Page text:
How to Keep a Dog From Making a Carpet Muddy

by Susan Revermann Google
    Keep those paws clean and trimmed.

    Keep those paws clean and trimmed.

    BananaStock/BananaStock/Getty Images

    Although those sad puppy eyes may be saying, “Please don’t be mad at me, I didn’t mean to,” you may be fed up with constantly cleaning muddy paw prints out of the carpet. Instead of grounding your pup to a lifetime on the back porch, try some dog booties or wash his paws thoroughly after he’s gallivanted through the mud puddles. Regular dog grooming and hair trimming will help, too.

    Step 1

    Have your dog sit in a comfortable area when he comes in from outside, such as on an old rug in the laundry room. Have a bucket of warm soap water and a washcloth ready. Use the damp washcloth to wipe his paws and leg area. Keep him on the rug until his feet are dry before you let him roam through the house again. Offer a doggie treat for good behavior.

    Step 2

    Keep his nails and leg hair trimmed to help prevent extra mud from clinging to these areas. A professional groomer can do a wonderful job trimming those up.

    Step 3

    Purchase two pairs of doggie booties that fit your specific type of dog. These often have flexible, rubber soles and are made of a nylon mesh upper body. They have Velcro straps that you can tighten to keep the booties snug and in place as he tromps around outside. You simply loosen the strap, gently raise your dog’s paw off the ground, slip the paw into the bootie and tighten the strap snugly. Repeat on all paws. When you first bring these home, your dog may not like them or know what he thinks of them. Be patient and keep trying, it’s worth it and much easier than cleaning a muddy carpet.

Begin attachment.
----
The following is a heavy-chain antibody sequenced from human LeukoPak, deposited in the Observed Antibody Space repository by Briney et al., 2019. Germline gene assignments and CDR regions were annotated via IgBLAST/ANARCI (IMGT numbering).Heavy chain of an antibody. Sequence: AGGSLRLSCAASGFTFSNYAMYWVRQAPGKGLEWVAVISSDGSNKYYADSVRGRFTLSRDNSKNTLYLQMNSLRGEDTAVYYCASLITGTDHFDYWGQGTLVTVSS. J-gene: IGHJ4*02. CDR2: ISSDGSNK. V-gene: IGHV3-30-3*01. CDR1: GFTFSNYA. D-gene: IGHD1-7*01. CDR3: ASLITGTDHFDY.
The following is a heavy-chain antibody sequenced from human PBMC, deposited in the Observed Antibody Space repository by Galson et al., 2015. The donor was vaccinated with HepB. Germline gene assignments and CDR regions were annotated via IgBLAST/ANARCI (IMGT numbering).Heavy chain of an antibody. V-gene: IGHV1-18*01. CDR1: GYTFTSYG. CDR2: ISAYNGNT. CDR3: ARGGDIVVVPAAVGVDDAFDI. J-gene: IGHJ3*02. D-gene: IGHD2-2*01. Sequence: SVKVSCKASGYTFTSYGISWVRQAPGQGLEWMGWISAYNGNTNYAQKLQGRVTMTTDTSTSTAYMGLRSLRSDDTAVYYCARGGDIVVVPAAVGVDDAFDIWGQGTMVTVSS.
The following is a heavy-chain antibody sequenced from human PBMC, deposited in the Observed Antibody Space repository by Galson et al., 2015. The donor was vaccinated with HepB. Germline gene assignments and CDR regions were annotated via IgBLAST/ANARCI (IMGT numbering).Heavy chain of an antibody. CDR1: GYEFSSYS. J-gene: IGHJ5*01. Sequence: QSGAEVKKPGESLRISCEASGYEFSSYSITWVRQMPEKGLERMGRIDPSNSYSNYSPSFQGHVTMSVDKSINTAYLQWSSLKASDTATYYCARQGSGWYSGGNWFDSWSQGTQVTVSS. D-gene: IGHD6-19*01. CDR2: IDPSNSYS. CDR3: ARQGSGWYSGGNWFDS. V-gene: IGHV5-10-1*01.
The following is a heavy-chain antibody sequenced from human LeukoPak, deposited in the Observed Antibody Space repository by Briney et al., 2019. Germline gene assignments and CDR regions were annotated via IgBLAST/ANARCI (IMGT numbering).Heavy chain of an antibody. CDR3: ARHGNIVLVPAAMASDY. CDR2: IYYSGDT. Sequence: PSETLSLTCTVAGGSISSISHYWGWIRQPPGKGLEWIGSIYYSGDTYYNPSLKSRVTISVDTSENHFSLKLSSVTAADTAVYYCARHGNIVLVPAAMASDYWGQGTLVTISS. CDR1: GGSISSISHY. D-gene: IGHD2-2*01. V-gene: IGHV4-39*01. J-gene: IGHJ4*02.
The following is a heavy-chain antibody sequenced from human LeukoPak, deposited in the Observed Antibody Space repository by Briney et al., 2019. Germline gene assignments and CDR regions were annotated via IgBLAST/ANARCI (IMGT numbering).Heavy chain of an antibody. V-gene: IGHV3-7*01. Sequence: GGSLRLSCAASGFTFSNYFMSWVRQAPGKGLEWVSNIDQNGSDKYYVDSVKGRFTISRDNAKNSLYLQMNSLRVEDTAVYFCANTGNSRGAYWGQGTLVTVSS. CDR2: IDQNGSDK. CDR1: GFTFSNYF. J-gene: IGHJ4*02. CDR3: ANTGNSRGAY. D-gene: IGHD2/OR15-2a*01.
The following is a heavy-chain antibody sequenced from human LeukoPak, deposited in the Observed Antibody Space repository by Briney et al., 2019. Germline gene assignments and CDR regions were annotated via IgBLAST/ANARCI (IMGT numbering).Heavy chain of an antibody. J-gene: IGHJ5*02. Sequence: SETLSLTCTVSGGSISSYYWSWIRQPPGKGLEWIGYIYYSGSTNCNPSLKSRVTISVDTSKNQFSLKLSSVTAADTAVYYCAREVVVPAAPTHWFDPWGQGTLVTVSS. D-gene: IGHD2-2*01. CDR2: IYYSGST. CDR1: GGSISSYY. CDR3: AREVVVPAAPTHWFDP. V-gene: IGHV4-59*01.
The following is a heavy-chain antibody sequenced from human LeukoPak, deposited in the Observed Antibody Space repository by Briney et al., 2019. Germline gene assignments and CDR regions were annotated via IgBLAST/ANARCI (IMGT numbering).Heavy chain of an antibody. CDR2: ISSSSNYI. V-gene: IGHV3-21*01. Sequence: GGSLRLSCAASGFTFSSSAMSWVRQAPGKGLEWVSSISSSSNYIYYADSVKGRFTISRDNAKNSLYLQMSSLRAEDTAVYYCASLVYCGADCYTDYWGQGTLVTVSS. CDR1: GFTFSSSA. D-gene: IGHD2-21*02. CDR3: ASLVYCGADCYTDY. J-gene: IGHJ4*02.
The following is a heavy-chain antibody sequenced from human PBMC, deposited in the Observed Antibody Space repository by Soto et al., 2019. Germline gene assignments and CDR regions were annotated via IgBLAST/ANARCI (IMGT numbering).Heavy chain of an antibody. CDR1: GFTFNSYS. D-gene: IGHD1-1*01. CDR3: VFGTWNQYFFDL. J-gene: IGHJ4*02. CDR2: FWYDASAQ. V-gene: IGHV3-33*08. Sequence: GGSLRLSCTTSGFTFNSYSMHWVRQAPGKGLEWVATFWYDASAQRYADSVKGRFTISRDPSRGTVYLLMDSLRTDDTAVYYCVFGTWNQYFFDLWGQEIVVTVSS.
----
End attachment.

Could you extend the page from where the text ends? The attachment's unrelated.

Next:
Items You Will Need

    • Water
    • Mild soap
    • Wash clothes
    • Dog treats
    • Dog booties

    Photo Credits

    • BananaStock/BananaStock/Getty Images

    About the Author

    Susan Revermann is a professional writer with educational and professional experience in psychology, research and teaching. She holds a Bachelor of Arts from the University of Washington in psychology, focused on research, motivational behavior and statistics. Revermann also has a background in art, crafts, green living, outdoor activities and overall fitness, balance and well-being.

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